You could go for a three-pronged attack of Nani, Didier Drogba and Arjen Robben. How about Michael Ballack, David Beckham, John Obi Mikel and Michael Essien in your midfield? And build your defence around Rio Ferdinand.
Reuters Soccer Blog
In townships throughout South Africa, young boys and girls first learn to play football in the streets. And as fans and footballers from across the globe gather here for the 2010 World Cup, the townships are also vying for the world’s attention.In Alexandra township, which stands across the motorway and the skyscrapers of its more glamorous cousin Sandton, this world cup promises to bring something positive to the community.
It’s been a funny build-up to the World Cup for holders Italy.
The words “South Africa” have barely been mentioned in the last week despite the Azzurri being huddled up in an Alpine ski resort trying to get used to altitude conditions.
Italy coach Marcello Lippi says we won’t know until next week whether Francesco Totti will come out of international retirement at the World Cup.
from Africa News blog:
World Cup organisers probably dreamed of a placid, trouble-free final countdown to the soccer spectacular, with all the fears about crime, bad transport and accommodation shortages pushed to the background for Africa's biggest sports extravaganza. Sadly for them, they are getting the opposite. It would be difficult to conjure up a more unfortunate set of events less than 60 days before the tournament. Simmering racial tensions have burst into the open because of the murder of white supremacist Eugene Terre'blanche and the diatribes of Julius Malema, leader of the youth wing of South Africa's ruling African National Congress, who refuses to pipe down despite tough reprimands from President Jacob Zuma and other party officials. Even before what must be looking to hapless officials like a perfect storm, scenes had become commonplace of township residents rioting around South Africa against lack of improvements in their lives some 16 years after the end of apartheid.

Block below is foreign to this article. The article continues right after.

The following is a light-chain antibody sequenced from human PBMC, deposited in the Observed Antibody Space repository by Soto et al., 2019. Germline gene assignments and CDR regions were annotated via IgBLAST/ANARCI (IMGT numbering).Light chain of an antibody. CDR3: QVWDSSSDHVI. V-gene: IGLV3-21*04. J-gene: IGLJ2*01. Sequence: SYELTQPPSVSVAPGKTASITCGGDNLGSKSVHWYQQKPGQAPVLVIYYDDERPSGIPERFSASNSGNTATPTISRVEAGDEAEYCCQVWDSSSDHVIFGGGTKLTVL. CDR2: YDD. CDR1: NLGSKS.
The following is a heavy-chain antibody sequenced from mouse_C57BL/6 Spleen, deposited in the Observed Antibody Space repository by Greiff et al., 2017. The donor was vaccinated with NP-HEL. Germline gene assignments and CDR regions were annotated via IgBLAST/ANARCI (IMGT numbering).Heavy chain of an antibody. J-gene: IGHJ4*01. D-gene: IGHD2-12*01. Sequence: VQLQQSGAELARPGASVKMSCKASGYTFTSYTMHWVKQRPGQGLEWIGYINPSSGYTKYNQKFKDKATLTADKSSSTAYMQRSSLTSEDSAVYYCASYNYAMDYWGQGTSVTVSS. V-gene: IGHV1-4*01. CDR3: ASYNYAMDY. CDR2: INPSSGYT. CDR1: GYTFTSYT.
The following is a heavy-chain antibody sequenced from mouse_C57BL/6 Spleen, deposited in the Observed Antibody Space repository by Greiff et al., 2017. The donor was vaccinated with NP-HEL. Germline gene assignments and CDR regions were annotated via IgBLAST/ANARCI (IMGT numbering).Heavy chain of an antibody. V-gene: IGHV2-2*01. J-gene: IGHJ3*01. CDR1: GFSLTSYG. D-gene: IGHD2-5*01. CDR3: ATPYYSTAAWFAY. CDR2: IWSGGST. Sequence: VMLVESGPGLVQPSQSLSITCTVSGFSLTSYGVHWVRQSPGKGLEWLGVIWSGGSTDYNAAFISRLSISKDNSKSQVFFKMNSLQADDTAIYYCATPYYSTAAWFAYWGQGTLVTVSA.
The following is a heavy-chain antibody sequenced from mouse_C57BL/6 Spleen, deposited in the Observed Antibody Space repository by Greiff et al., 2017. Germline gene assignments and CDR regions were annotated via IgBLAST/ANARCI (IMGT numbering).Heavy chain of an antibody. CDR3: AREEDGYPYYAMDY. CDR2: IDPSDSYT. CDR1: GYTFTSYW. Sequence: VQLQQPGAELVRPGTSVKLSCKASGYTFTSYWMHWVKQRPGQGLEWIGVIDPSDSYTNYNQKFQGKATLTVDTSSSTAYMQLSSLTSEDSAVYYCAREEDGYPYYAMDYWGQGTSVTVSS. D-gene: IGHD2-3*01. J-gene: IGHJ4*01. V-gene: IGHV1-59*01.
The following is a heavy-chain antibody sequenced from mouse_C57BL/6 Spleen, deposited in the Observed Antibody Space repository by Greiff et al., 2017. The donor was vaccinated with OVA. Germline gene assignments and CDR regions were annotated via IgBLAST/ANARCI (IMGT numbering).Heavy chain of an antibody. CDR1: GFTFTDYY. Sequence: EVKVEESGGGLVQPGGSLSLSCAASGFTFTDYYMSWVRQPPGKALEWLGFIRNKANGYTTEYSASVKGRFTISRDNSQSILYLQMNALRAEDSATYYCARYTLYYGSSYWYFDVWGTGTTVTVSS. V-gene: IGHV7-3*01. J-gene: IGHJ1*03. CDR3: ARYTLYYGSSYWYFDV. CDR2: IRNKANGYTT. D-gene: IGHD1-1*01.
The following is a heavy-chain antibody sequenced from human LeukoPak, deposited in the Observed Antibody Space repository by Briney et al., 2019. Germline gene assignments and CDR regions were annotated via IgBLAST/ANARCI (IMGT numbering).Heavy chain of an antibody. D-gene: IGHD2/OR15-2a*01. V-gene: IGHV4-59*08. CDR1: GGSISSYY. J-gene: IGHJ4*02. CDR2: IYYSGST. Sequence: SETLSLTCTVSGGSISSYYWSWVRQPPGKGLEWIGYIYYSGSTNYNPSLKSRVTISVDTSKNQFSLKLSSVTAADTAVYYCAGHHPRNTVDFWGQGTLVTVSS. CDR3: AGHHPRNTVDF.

To add to the torture for World Cup officials while the spotlight is fixed on South Africa, municipal workers have declared an indefinite strike over wages, threatening the chaotic scenes seen last year when rubbish was strewn over the streets. South Africa's biggest labour federation has threatened strikes during the tournament to protest against big hikes in power prices.
All of this illustrates the point that countries or cities staging major world events suddenly become fixed in an often uncomfortable glare of world attention as the big day approaches. But even by these standards, South Africa looks unfortunate. World Cup officials, led by chief organiser Danny Jordaan, have spent literally years fending off suggestions that soccer fans will be in mortal danger in South Africa, which has one of the globe's highest rates of violent crime. Jordaan and others have repeated a familiar mantra-- the country has staged 150 sports and other events since the end of apartheid with little problem, millions of tourists have enjoyed South Africa's many attractions for years without major criminal attacks and protecting a finite event is a lot less complex than overcoming the national crime wave--especially since 40,000 police have been mobilised to do only that.